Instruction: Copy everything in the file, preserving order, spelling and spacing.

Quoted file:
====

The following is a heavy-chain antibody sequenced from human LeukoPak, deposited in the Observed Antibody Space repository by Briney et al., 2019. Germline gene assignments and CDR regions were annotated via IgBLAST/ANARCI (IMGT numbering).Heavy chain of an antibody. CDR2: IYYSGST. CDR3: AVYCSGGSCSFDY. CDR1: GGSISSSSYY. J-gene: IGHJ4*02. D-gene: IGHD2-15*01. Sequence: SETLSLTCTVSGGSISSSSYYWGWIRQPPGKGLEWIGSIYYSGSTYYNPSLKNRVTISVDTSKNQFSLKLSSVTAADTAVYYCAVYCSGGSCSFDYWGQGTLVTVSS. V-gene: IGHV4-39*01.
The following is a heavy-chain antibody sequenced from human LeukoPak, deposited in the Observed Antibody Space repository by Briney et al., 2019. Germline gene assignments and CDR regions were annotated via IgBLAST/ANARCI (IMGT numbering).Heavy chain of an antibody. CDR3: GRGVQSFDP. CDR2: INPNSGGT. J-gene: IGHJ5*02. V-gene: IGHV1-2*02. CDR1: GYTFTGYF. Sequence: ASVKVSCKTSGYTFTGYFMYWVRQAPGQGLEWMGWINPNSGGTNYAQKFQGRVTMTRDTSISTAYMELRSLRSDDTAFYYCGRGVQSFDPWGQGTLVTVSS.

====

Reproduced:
The following is a heavy-chain antibody sequenced from human LeukoPak, deposited in the Observed Antibody Space repository by Briney et al., 2019. Germline gene assignments and CDR regions were annotated via IgBLAST/ANARCI (IMGT numbering).Heavy chain of an antibody. CDR2: IYYSGST. CDR3: AVYCSGGSCSFDY. CDR1: GGSISSSSYY. J-gene: IGHJ4*02. D-gene: IGHD2-15*01. Sequence: SETLSLTCTVSGGSISSSSYYWGWIRQPPGKGLEWIGSIYYSGSTYYNPSLKNRVTISVDTSKNQFSLKLSSVTAADTAVYYCAVYCSGGSCSFDYWGQGTLVTVSS. V-gene: IGHV4-39*01.
The following is a heavy-chain antibody sequenced from human LeukoPak, deposited in the Observed Antibody Space repository by Briney et al., 2019. Germline gene assignments and CDR regions were annotated via IgBLAST/ANARCI (IMGT numbering).Heavy chain of an antibody. CDR3: GRGVQSFDP. CDR2: INPNSGGT. J-gene: IGHJ5*02. V-gene: IGHV1-2*02. CDR1: GYTFTGYF. Sequence: ASVKVSCKTSGYTFTGYFMYWVRQAPGQGLEWMGWINPNSGGTNYAQKFQGRVTMTRDTSISTAYMELRSLRSDDTAFYYCGRGVQSFDPWGQGTLVTVSS.